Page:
Developing your site


  • Node installed locally (version 14+)
  • Yarn installed locally (version 1.22+)
  • CLI installed
  • Access to your GitHub customer repository
  • Access to your studio (https://<customer>

First, you need to clone the GitHub repository your project code lives in. Then, to install the required package dependencies, you should run frontastic install from the command line in the checkout root to get all required dependencies up and running.

Depending on which area of the project code you want to use, there are 2 slightly different setups:

  1. Development using staging as the backend
  2. Development using a sandbox

The first setup is faster to get running, but you can't test changes to extensions. If you need to work on those or test a newer version of them as deployed to your staging environment, you need to use the 2nd option (which is only a tiny bit more effort).

1. Development using staging as the backend

The easiest and fastest way to get development kickstarted is to use the staging environment of your project as the backend.

If you decide to use staging as your backend, you need to work in the Staging environment in studio instead of the Development environment. Otherwise, you won't be able to see the corresponding data rendered.

Open a command line and switch to the root directory of your GitHub checkout. In there, run frontastic init. You'll be asked if you want to use the staging server or a sandbox. Choose the staging server. Then, you can perform frontastic run. Once finished, it'll tell you that you can look at your locally rendered page on http://localhost:3000. You can now open your IDE and get coding.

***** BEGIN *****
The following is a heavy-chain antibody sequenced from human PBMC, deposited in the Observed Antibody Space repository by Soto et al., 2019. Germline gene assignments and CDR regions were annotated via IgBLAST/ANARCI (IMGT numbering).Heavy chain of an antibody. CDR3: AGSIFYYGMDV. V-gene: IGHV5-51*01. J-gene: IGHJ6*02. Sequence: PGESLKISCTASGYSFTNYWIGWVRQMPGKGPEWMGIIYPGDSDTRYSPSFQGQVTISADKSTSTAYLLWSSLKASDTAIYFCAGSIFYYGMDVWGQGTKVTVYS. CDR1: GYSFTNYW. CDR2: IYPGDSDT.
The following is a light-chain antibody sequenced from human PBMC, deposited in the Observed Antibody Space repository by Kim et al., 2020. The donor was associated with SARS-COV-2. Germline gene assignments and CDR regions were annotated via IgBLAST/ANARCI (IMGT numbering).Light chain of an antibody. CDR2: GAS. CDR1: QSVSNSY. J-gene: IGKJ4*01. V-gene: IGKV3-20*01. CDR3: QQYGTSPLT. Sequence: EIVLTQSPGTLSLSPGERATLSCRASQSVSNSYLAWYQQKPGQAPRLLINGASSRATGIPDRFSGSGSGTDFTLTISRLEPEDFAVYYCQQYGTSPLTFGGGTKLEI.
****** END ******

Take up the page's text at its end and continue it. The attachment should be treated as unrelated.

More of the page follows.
To find your way around, we recommend reading coding guide which also tells you where to put your code.

2. Development using a sandbox

You might not want to use staging as a backend for your development.

For example, when:

  • You're working on extension code
  • There's a newer extension version available that's still under development (and not on staging yet), but you need it for your component work
  • You need to look into extension logs or debug backend code while working on the frontend
  • You need to work on something brand new which isn't allowed to be exposed to the staging data set in the studio

In these cases, you can log into the studio of your project and boot up a sandbox. To do this, see the sandboxes article. You'll need to run frontastic init again and select the sandbox option. The CLI will then ask you for the hostname of your sandbox, which you can find in studio, once the sandbox has come up successfully.

When you now perform frontastic run, the CLI won't only compile the extension code for you but also upload the compiled version to your sandbox in the background.

You're now ready to get your IDE started to develop Frontend components and extensions.

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